There is little evidence that the USA is in recession – except in the goods producing sectors and business sales which are marginally in a decline. Even in the contracting goods producing sectors, the recession evidence is far from overwhelming.

What triggered this post is continued unwavering assertions by some that the USA is NOT in a recession.  Understanding the data, historical movements and data gathering/methodologies – the wise pundit would not assert anything with conviction at this time.

Looking at manufacturing’s historical movements, manufacturing can be growing, flat or declining going into a recession.One cannot simply use goods production as a single litmus test of a recession.

And this is not to mention that goods production data is revised for six months up to YEARS after the initial data release.

There is no way for ANYBODY to use most data sources with any confidence in real time. Data collection systems remain in the 20th century – even though real time systems have been possible for almost 20 years – with the USA continuing to use sampling, extrapolation, voodoo seasonality adjustments, and wild guesses in data building until long after the original release date.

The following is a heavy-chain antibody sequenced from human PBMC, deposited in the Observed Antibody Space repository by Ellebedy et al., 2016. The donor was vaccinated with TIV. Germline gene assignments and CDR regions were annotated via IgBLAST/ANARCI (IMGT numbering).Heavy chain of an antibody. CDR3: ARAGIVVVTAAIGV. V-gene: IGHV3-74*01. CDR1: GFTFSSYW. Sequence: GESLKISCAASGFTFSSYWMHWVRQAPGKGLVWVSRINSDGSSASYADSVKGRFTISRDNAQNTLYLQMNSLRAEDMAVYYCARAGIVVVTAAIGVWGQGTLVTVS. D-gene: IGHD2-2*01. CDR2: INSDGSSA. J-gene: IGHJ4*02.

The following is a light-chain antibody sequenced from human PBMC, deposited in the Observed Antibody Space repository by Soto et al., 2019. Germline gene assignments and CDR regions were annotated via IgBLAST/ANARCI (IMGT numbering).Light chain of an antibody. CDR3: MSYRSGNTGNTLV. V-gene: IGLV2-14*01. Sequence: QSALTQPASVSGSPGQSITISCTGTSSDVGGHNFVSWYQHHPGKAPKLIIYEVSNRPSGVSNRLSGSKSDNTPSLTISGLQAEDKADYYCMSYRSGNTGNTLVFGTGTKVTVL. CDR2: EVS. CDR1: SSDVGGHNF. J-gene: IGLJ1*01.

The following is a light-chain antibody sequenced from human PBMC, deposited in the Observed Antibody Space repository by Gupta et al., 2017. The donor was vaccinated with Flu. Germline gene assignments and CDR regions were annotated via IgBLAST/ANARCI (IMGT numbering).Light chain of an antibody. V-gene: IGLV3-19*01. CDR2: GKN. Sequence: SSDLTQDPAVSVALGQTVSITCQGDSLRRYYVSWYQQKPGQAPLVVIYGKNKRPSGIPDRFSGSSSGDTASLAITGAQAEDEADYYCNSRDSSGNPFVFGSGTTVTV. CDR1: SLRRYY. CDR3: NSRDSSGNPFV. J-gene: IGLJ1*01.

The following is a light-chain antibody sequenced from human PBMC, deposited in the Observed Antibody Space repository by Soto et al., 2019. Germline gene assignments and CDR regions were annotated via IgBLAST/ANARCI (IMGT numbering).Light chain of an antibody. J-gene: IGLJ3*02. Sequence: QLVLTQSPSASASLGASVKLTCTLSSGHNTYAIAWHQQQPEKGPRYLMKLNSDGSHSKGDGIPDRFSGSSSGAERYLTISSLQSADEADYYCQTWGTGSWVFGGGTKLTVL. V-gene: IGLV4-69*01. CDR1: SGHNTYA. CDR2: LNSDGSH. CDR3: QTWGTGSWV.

This week personal income data was released for December. As a side note, personal income is one of the four elements used to mark recessions.  Here, personal income looks strong – but depending on what causes a recession – even personal income growth rate may be accelerating going into a recession. 

I remember arguing with many on Seeking Alpha in 2008 that the USA was in a recession. Overwhelmingly, the data junkies and pundits insisted that there was no recession. It took one year AFTER the recession began for an admission there was a recession. This was the Great Recession and arguably the second worst recession in USA history, certainly in the last 100 years.If that super recession was so difficult to identify in real time, why would anyone argue with conviction that the USA was NOT in a recession now?

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